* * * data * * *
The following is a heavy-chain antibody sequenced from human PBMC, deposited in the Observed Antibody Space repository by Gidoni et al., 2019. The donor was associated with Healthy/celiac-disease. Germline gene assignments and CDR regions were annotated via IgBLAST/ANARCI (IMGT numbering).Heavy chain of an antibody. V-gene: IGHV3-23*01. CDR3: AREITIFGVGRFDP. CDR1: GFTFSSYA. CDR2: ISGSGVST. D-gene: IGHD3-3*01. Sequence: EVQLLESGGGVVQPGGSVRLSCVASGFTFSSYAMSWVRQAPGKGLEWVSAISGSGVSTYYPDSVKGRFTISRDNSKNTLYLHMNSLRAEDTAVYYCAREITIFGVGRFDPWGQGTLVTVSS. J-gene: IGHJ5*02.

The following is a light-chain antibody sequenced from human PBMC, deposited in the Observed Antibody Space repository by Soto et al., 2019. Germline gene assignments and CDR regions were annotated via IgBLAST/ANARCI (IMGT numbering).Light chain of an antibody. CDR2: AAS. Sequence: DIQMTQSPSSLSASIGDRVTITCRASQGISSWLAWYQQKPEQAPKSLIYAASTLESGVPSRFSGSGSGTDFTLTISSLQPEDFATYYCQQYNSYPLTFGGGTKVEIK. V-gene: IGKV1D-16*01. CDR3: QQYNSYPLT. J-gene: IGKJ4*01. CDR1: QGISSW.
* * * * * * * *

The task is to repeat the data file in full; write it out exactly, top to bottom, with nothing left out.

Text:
The following is a heavy-chain antibody sequenced from human PBMC, deposited in the Observed Antibody Space repository by Gidoni et al., 2019. The donor was associated with Healthy/celiac-disease. Germline gene assignments and CDR regions were annotated via IgBLAST/ANARCI (IMGT numbering).Heavy chain of an antibody. V-gene: IGHV3-23*01. CDR3: AREITIFGVGRFDP. CDR1: GFTFSSYA. CDR2: ISGSGVST. D-gene: IGHD3-3*01. Sequence: EVQLLESGGGVVQPGGSVRLSCVASGFTFSSYAMSWVRQAPGKGLEWVSAISGSGVSTYYPDSVKGRFTISRDNSKNTLYLHMNSLRAEDTAVYYCAREITIFGVGRFDPWGQGTLVTVSS. J-gene: IGHJ5*02.

The following is a light-chain antibody sequenced from human PBMC, deposited in the Observed Antibody Space repository by Soto et al., 2019. Germline gene assignments and CDR regions were annotated via IgBLAST/ANARCI (IMGT numbering).Light chain of an antibody. CDR2: AAS. Sequence: DIQMTQSPSSLSASIGDRVTITCRASQGISSWLAWYQQKPEQAPKSLIYAASTLESGVPSRFSGSGSGTDFTLTISSLQPEDFATYYCQQYNSYPLTFGGGTKVEIK. V-gene: IGKV1D-16*01. CDR3: QQYNSYPLT. J-gene: IGKJ4*01. CDR1: QGISSW.